To find out how to calculate forgivable owner compensation, see the SBA FAQ document here.
Section Three: Loan Forgiveness Non-Payroll Costs
- Non-Payroll Costs Incurred Before and During the Covered Period: Questions One Two and Three provide guidance on eligibility of non-payroll costs based on when they were incurred and paid. Eligible non-payroll costs incurred before the Covered Period, but paid during the Covered Period qualify for forgiveness. Additionally, eligible non-payroll costs incurred during the Covered Period, but paid after the Covered Period qualify for forgiveness. Note: The Alternative Payroll Covered Period only applies to payroll costs, not non-payroll costs.
- Interest on Unsecured Credit, Mortgages and Real/Personal Property: Payments of interest on business mortgages on real or personal property (such as an auto loan) are eligible for loan forgiveness, but not interest on unsecured credit (Questions Four and Five).
- Utilities: The CARES Act included a service for the distribution of transportation under a covered utility expense, but what does that mean? This refers to transportation utility fees assessed by state and local governments — these fees are eligible for loan forgiveness. Additionally, when it comes to electricity bills, the entire payment is eligible for forgiveness, including supply charges, distribution charges and other charges such as gross receipts taxes.
Section Four: Loan Forgiveness Reductions
Section Four includes these five FAQs:
- How to calculate the maximum loan amount for seasonal employers;
- How to calculate the FTE reduction;
- How to calculate the reduction in loan forgiveness amount arising from reductions in employee salary or hourly wage;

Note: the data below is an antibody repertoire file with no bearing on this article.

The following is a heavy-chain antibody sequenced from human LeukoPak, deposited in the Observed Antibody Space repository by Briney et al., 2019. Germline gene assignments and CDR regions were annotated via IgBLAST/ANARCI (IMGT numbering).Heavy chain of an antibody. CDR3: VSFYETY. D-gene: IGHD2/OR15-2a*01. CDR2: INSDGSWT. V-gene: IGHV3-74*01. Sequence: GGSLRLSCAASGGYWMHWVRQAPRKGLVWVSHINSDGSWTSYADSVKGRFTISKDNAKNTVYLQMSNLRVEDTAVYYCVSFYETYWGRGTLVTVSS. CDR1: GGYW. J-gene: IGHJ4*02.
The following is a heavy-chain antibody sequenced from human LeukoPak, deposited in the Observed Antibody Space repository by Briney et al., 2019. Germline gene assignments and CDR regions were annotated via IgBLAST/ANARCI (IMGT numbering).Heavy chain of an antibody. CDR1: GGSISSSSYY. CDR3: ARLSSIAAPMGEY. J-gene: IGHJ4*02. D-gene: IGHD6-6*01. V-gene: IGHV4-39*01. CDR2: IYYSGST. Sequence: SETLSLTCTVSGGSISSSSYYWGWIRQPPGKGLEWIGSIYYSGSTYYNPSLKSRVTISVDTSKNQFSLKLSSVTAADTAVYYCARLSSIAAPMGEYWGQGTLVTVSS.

- What happens when an employer attempts to rehire an employee and the individual declines the offer to come back to work;
- What forms of compensation are included when calculating the loan forgiveness reduction for wage reductions exceeding 25%.
Many employers have wondered how the reduction in FTE employees would impact their loan forgiveness. Below, we highlight this loan forgiveness reductions FAQ and provide insight via the SBA.
- Reduction in FTE Employees and Loan Forgiveness: In Question One, the SBA answers how forgiveness is handled when the borrower offers to rehire one or more workers who were laid off, but those employees decline. The SBA explains when the borrower is allowed to exclude the reduction in FTE: “In calculating its loan forgiveness amount, a borrower may exclude any reduction in FTE employees if the borrower is able to document in good faith the following: (1) an inability to rehire individuals who were employees of the borrower on February 15, 2020 and (2) an inability to hire similarly qualified individuals for unfilled positions on or before December 31, 2020. Borrowers are required to inform the applicable state unemployment insurance office of any employee’s rejected rehire offer within 30 days of the employee’s rejection of the offer. The documents that borrowers should maintain to show compliance with this exemption include the written offer to rehire an individual, a written record of the offer rejection, and a written record of efforts to hire a similarly qualified individual.”
Navigating PPP loan forgiveness can be a stressful time. As always, our experienced payroll team is here to help provide guidance to our clients. To find out how a PEO can help your business, visit our PEO FAQ page.